This is also a bit like saying, "Oh, yes, I am indeed a walking ATM! So terribly clever of you to have noticed."

No, you have to look right through them. Thankfully, this comes easy to me. Everyone who knows me is aware that I'm something of a prodigy in the "ignoring stuff" department. Some of us are more talented then others, right?

Chaat corner I used to frequent, back in 2008.

The guilt, that was harder to shove away. I wasn't here for any reason, really, other then my own curiosity. Sure, I had a blog, and was doing some private research on Hampi and the Vijayanagara Dynasty. I was doing food blogging, and making an effort to seek out interesting local foods and food-sellers for the somewhat hazy benefit of the General Internet. But I wasn't there to fix anything or help anybody, like Tom. I was an ogler. Charity's never come naturally to me, anyway. I'm an observer and a speculator. I make comments, usually wry ones. I'll walk into any bug-fuck insane place and I'll wander through any bazaar and I'll eat anything put in front of me, but getting involved? Nah, that shit is scary.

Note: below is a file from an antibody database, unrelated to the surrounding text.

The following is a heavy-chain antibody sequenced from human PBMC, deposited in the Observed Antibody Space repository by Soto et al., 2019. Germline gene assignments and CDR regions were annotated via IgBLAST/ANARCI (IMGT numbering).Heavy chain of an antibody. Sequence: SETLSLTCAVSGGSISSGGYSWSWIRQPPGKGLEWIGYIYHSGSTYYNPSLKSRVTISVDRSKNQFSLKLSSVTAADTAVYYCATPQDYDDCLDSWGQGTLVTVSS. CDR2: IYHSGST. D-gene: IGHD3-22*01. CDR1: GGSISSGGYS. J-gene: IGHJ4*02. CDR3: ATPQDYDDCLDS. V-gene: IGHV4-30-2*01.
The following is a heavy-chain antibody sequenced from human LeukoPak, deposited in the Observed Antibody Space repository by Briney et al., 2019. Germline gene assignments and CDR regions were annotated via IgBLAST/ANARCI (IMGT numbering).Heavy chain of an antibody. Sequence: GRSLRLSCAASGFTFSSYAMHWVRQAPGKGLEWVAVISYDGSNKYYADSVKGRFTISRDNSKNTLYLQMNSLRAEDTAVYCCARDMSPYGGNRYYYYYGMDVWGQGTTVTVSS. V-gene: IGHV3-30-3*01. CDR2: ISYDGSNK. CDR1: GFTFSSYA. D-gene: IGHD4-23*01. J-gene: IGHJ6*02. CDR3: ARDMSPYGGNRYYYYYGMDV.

So I walked down the street self-concious, for the first few days. People stare at you all the time in India, unabashed and astonished staring. I was in Bangalore - a generally gentle Southern city with a lot less edge then Northern hot-spots like Delhi or Agra - and people almost always left me alone. But the sensation of sticking out, of being so obviously The Other. That's hard to readjust to.

And it's necessary to experience. I think all white upper-middle class people from the USA or Britain or Australia (or any majority Caucasian country) have got to do something like this, just to have a little taste of what it's like to be the Freaky Minority of the week somewhere else.

I had a discussion about this with the lady who ran my homestay.

"Indians stare more then anyone else, and at everything, but especially at you guys, you white people. It's horrible. I don't know how you foreigners handle it, the constant staring, all that looking."

"To be honest I get to a point where I stop noticing it. It's just part of life in India. Sort of like feral dogs, sewage pits, and evil auto drivers. But I'm not sure Indians are the only people who stare."